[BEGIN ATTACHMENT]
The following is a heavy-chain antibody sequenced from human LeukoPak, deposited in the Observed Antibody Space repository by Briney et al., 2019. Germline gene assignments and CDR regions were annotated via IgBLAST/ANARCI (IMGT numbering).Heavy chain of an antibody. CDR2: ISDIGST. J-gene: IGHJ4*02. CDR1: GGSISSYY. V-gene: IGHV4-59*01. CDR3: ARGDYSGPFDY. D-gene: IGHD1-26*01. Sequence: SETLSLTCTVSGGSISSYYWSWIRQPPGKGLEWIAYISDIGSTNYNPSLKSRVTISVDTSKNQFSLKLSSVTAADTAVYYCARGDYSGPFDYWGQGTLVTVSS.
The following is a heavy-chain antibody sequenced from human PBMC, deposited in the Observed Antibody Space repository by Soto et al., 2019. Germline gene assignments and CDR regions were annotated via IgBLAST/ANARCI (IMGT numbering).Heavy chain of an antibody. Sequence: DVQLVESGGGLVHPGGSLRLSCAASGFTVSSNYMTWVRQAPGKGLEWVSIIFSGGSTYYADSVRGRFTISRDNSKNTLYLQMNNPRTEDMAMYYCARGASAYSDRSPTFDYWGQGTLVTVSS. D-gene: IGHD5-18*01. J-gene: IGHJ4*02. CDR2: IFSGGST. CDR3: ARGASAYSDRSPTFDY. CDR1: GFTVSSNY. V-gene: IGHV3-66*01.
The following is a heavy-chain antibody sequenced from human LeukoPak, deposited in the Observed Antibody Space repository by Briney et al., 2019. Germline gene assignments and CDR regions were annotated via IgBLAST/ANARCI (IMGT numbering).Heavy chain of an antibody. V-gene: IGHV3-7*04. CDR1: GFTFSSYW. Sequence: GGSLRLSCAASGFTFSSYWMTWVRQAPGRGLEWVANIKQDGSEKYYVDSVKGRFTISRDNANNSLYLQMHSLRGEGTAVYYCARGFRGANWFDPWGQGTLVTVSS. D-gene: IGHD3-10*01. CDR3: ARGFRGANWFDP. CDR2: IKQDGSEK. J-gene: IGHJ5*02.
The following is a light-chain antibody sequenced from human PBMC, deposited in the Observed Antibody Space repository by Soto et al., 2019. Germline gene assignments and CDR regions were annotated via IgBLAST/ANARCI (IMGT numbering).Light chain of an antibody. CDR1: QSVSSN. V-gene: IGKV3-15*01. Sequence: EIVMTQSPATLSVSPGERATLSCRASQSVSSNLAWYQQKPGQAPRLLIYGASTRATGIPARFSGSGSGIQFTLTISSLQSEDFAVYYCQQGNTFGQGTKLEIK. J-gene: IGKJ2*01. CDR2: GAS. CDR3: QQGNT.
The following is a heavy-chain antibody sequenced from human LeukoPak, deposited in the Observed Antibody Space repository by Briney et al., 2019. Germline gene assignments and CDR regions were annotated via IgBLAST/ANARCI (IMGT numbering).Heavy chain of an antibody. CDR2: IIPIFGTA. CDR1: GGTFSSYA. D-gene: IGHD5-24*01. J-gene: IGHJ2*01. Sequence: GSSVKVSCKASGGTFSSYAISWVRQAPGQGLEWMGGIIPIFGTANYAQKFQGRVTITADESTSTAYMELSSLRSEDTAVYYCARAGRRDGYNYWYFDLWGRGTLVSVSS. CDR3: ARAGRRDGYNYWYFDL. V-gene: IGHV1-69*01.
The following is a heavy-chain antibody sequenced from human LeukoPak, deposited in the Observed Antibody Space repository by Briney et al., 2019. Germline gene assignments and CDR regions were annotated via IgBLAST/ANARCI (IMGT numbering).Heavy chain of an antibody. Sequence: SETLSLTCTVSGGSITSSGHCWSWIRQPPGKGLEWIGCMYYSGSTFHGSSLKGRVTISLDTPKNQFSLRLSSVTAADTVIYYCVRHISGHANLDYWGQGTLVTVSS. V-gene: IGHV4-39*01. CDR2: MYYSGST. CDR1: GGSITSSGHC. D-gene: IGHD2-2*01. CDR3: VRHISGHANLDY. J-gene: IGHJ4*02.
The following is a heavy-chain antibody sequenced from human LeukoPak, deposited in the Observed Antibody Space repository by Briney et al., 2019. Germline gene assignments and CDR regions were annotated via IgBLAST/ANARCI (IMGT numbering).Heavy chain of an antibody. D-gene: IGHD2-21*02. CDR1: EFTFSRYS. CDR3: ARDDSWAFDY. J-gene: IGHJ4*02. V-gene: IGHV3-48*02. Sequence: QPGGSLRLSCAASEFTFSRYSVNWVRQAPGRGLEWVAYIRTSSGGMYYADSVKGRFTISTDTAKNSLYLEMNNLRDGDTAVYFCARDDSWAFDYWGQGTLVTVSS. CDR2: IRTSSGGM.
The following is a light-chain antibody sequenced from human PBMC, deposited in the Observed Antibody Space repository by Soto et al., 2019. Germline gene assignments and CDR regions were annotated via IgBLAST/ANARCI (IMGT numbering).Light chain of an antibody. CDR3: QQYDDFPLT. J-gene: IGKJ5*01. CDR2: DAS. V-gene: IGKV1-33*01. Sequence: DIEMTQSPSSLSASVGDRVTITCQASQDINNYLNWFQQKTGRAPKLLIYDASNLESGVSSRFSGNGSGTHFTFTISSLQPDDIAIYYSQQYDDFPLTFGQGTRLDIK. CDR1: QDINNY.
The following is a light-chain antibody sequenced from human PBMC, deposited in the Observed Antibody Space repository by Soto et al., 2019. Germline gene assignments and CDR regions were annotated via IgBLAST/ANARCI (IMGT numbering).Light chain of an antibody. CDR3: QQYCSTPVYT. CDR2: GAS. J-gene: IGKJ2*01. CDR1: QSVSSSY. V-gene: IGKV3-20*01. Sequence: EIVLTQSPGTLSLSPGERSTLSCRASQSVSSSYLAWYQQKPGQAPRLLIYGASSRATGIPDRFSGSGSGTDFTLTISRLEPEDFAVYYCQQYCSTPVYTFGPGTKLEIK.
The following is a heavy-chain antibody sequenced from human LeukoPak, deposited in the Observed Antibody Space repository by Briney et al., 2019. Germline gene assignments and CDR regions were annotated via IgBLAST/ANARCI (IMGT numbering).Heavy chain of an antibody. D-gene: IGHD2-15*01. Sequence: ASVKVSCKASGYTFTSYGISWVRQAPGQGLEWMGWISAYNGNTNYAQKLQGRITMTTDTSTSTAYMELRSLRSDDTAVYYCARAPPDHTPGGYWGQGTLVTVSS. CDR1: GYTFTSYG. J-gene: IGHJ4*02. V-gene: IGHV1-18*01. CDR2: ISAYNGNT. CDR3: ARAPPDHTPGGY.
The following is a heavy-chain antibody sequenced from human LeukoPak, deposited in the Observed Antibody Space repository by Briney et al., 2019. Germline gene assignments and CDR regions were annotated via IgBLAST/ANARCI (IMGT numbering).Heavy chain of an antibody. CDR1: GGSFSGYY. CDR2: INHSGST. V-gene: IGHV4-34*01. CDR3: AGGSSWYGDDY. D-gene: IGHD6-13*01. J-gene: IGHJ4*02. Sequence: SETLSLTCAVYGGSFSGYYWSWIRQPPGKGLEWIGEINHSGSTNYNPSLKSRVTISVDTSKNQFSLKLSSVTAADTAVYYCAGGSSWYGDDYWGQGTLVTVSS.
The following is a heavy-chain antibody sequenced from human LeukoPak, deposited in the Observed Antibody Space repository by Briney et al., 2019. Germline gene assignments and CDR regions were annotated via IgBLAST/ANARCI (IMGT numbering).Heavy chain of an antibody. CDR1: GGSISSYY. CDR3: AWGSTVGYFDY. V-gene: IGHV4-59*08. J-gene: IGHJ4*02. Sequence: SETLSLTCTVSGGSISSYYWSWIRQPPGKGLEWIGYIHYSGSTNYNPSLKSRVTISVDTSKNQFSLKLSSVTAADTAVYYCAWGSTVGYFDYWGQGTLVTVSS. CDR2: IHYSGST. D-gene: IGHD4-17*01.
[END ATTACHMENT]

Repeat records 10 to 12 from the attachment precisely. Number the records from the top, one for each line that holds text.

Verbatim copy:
The following is a heavy-chain antibody sequenced from human LeukoPak, deposited in the Observed Antibody Space repository by Briney et al., 2019. Germline gene assignments and CDR regions were annotated via IgBLAST/ANARCI (IMGT numbering).Heavy chain of an antibody. D-gene: IGHD2-15*01. Sequence: ASVKVSCKASGYTFTSYGISWVRQAPGQGLEWMGWISAYNGNTNYAQKLQGRITMTTDTSTSTAYMELRSLRSDDTAVYYCARAPPDHTPGGYWGQGTLVTVSS. CDR1: GYTFTSYG. J-gene: IGHJ4*02. V-gene: IGHV1-18*01. CDR2: ISAYNGNT. CDR3: ARAPPDHTPGGY.
The following is a heavy-chain antibody sequenced from human LeukoPak, deposited in the Observed Antibody Space repository by Briney et al., 2019. Germline gene assignments and CDR regions were annotated via IgBLAST/ANARCI (IMGT numbering).Heavy chain of an antibody. CDR1: GGSFSGYY. CDR2: INHSGST. V-gene: IGHV4-34*01. CDR3: AGGSSWYGDDY. D-gene: IGHD6-13*01. J-gene: IGHJ4*02. Sequence: SETLSLTCAVYGGSFSGYYWSWIRQPPGKGLEWIGEINHSGSTNYNPSLKSRVTISVDTSKNQFSLKLSSVTAADTAVYYCAGGSSWYGDDYWGQGTLVTVSS.
The following is a heavy-chain antibody sequenced from human LeukoPak, deposited in the Observed Antibody Space repository by Briney et al., 2019. Germline gene assignments and CDR regions were annotated via IgBLAST/ANARCI (IMGT numbering).Heavy chain of an antibody. CDR1: GGSISSYY. CDR3: AWGSTVGYFDY. V-gene: IGHV4-59*08. J-gene: IGHJ4*02. Sequence: SETLSLTCTVSGGSISSYYWSWIRQPPGKGLEWIGYIHYSGSTNYNPSLKSRVTISVDTSKNQFSLKLSSVTAADTAVYYCAWGSTVGYFDYWGQGTLVTVSS. CDR2: IHYSGST. D-gene: IGHD4-17*01.